Fighting the phenomenon of deepfake porn is a "useless" pursuit, according to actress Scarlett Johansson, who has seen her face grafted onto dozens of online porn videos by highly-advanced artificial intelligence software.
Speaking with The Washington Post, Scarlett Johansson candidly admitted that the internet, especially the dark web, has become such an abysmal blackhole of depravity that regulating deepfake porn videos out of existence is close to impossible.
"I think it’s a useless pursuit, legally, mostly because the internet is a vast wormhole of darkness that eats itself," said Johansson. "There are far more disturbing things on the dark web than this, sadly. I think it’s up to an individual to fight for their own right to the their image, claim damages, etc."
Johansson's concern, however, is not with how the deepfake porn revolution affects herself or other celebrities, but how it will affect women who have absolutely no public capital to protect their image.
Unfortunately, the technology for deepfake porn can be employed against anyone, not just prominent celebrities. Quite often, creeps have used the technology as a revenge tool against other women by grafting their image onto a porn video and posting it online. Those unfortunate women, said Johansson, need to seriously consider how best to protect themselves.
"It’s a fruitless pursuit for me but a different situation than someone who loses a job over their image being used like that," said Johansson.
Johansson rightly noted that the trouble with regulating deepfake porn is the fact that certain countries do not have the same laws as the United States regarding image rights. She said: "Also, every country has their own legalese regarding the right to your own image, so while you may be able to take down sites in the U.S. that are using your face, the same rules might not apply in Germany. Even if you copyright pictures with your image that belong to you, the same copyright laws don’t apply overseas. I have sadly been down this road many, many times."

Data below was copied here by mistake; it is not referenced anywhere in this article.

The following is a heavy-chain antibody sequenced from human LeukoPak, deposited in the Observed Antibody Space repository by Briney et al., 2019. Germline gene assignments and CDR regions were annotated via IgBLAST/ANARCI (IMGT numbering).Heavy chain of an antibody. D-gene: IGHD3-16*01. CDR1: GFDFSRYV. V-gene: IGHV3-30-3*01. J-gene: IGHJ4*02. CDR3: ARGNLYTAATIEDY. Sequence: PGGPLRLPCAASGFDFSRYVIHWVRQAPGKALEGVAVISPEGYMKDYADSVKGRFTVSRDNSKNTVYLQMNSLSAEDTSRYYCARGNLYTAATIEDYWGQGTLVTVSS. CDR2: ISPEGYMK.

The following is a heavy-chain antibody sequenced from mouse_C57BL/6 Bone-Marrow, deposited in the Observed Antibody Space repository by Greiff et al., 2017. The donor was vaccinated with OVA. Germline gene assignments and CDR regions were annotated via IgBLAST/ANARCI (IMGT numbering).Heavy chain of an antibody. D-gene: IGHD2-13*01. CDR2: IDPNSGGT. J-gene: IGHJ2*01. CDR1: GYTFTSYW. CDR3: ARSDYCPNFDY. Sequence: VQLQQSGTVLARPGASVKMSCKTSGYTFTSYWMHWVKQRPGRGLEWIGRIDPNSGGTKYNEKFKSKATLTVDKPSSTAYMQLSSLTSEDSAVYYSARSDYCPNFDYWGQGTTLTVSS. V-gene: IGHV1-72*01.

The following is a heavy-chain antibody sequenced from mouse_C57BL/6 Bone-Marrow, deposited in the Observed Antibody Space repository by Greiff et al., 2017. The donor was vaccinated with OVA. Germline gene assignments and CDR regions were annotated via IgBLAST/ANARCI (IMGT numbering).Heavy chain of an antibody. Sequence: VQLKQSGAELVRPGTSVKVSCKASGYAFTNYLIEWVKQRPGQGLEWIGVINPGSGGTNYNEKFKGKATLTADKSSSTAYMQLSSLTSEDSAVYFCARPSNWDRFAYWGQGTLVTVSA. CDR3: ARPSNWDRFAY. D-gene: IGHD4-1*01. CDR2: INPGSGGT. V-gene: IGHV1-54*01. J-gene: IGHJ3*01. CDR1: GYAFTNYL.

"The fact is that trying to protect yourself from the internet and its depravity is basically a lost cause, for the most part," Johansson admitted.
Johannson advised people to take extra precautions to protect their image, no matter how strictly Google or other websites set their policies against deepfake porn videos.
"People think that they are protected by their internet passwords and that only public figures or people of interest are hacked," said Johansson. "But the truth is, there is no difference between someone hacking my account or someone hacking the person standing behind me on line at the grocery store’s account. It just depends on whether or not someone has the desire to target you."
Fortunately, various websites have taken extra measures to regulate deepfake porn on their platforms, including Pornhub, which issued a full-scale ban on such videos in 2018.
"We do not tolerate any nonconsensual content on the site and we remove all said content as soon as we are made aware of it," a PornHub spokesperson told Motherboard last year. "Nonconsensual content directly violates our TOS [terms of service] and consists of content such as revenge porn, deepfakes or anything published without a person’s consent or permission.”
Pornhub vice president Corey Price said, “Users have started to flag content like this and we are taking it down as soon as we encounter the flags. We encourage anyone who encounters this issue to visit our content removal page so they can officially make a request."
“Content that is flagged on Pornhub that directly violates our terms of service is removed as soon as we are made aware of it. This includes non-consensual content," he continued.
“To further ensure the safety of all our fans, we officially took a hard stance against revenge porn, which we believe is a form of sexual assault, and introduced a submission form for the easy removal of non-consensual content.”